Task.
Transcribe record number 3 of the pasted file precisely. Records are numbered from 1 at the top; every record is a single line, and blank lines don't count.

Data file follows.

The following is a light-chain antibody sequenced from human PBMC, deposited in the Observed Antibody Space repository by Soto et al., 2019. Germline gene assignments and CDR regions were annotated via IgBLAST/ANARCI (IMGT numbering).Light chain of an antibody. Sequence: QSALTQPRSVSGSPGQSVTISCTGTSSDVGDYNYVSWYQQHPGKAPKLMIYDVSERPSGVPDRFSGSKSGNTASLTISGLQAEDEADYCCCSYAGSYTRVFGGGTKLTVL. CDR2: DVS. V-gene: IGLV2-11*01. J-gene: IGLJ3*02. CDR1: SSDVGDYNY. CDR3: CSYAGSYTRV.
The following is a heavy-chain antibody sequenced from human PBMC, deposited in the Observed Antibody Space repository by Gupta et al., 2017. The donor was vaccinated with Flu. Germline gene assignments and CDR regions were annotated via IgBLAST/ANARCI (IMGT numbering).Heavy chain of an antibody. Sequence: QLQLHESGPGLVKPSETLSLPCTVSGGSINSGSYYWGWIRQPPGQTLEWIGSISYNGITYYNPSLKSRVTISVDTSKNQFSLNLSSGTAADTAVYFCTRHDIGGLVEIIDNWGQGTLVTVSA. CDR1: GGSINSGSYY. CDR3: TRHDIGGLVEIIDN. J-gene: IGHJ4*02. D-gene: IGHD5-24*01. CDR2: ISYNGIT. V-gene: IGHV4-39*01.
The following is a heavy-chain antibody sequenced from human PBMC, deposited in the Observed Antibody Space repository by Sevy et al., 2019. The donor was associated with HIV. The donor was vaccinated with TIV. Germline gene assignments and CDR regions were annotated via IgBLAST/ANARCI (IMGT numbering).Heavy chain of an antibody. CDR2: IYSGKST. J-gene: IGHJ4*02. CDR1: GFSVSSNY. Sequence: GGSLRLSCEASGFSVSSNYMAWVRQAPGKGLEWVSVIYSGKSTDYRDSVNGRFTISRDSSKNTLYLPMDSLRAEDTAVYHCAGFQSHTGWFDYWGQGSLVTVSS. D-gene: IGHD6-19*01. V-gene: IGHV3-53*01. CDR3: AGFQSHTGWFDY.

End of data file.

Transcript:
The following is a heavy-chain antibody sequenced from human PBMC, deposited in the Observed Antibody Space repository by Sevy et al., 2019. The donor was associated with HIV. The donor was vaccinated with TIV. Germline gene assignments and CDR regions were annotated via IgBLAST/ANARCI (IMGT numbering).Heavy chain of an antibody. CDR2: IYSGKST. J-gene: IGHJ4*02. CDR1: GFSVSSNY. Sequence: GGSLRLSCEASGFSVSSNYMAWVRQAPGKGLEWVSVIYSGKSTDYRDSVNGRFTISRDSSKNTLYLPMDSLRAEDTAVYHCAGFQSHTGWFDYWGQGSLVTVSS. D-gene: IGHD6-19*01. V-gene: IGHV3-53*01. CDR3: AGFQSHTGWFDY.